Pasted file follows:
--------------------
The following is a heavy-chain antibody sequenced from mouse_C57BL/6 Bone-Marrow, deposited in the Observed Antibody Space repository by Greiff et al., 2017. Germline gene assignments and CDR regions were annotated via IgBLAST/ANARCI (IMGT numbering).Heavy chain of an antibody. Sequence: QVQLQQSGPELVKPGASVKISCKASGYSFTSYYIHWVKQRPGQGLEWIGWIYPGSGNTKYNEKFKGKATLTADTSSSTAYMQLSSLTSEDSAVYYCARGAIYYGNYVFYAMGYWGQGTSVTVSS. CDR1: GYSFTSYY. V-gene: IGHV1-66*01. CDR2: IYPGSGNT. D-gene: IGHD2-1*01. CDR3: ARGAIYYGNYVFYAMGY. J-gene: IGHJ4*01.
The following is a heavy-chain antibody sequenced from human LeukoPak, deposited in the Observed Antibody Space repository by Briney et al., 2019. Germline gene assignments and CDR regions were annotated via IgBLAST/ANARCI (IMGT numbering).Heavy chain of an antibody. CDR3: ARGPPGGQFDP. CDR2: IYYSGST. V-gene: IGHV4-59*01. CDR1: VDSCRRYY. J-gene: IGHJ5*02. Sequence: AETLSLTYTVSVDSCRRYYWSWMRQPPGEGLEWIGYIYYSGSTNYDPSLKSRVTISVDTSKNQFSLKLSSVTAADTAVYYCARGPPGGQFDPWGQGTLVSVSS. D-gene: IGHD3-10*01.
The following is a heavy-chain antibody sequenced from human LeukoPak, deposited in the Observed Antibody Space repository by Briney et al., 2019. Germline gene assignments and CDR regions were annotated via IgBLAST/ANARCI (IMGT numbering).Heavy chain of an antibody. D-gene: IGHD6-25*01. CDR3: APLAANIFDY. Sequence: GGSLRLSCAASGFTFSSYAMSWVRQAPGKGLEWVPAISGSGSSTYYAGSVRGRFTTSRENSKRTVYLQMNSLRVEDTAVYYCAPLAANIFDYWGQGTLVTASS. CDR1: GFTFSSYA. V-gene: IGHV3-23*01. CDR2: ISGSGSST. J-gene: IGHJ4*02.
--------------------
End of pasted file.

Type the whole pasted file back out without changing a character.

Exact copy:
The following is a heavy-chain antibody sequenced from mouse_C57BL/6 Bone-Marrow, deposited in the Observed Antibody Space repository by Greiff et al., 2017. Germline gene assignments and CDR regions were annotated via IgBLAST/ANARCI (IMGT numbering).Heavy chain of an antibody. Sequence: QVQLQQSGPELVKPGASVKISCKASGYSFTSYYIHWVKQRPGQGLEWIGWIYPGSGNTKYNEKFKGKATLTADTSSSTAYMQLSSLTSEDSAVYYCARGAIYYGNYVFYAMGYWGQGTSVTVSS. CDR1: GYSFTSYY. V-gene: IGHV1-66*01. CDR2: IYPGSGNT. D-gene: IGHD2-1*01. CDR3: ARGAIYYGNYVFYAMGY. J-gene: IGHJ4*01.
The following is a heavy-chain antibody sequenced from human LeukoPak, deposited in the Observed Antibody Space repository by Briney et al., 2019. Germline gene assignments and CDR regions were annotated via IgBLAST/ANARCI (IMGT numbering).Heavy chain of an antibody. CDR3: ARGPPGGQFDP. CDR2: IYYSGST. V-gene: IGHV4-59*01. CDR1: VDSCRRYY. J-gene: IGHJ5*02. Sequence: AETLSLTYTVSVDSCRRYYWSWMRQPPGEGLEWIGYIYYSGSTNYDPSLKSRVTISVDTSKNQFSLKLSSVTAADTAVYYCARGPPGGQFDPWGQGTLVSVSS. D-gene: IGHD3-10*01.
The following is a heavy-chain antibody sequenced from human LeukoPak, deposited in the Observed Antibody Space repository by Briney et al., 2019. Germline gene assignments and CDR regions were annotated via IgBLAST/ANARCI (IMGT numbering).Heavy chain of an antibody. D-gene: IGHD6-25*01. CDR3: APLAANIFDY. Sequence: GGSLRLSCAASGFTFSSYAMSWVRQAPGKGLEWVPAISGSGSSTYYAGSVRGRFTTSRENSKRTVYLQMNSLRVEDTAVYYCAPLAANIFDYWGQGTLVTASS. CDR1: GFTFSSYA. V-gene: IGHV3-23*01. CDR2: ISGSGSST. J-gene: IGHJ4*02.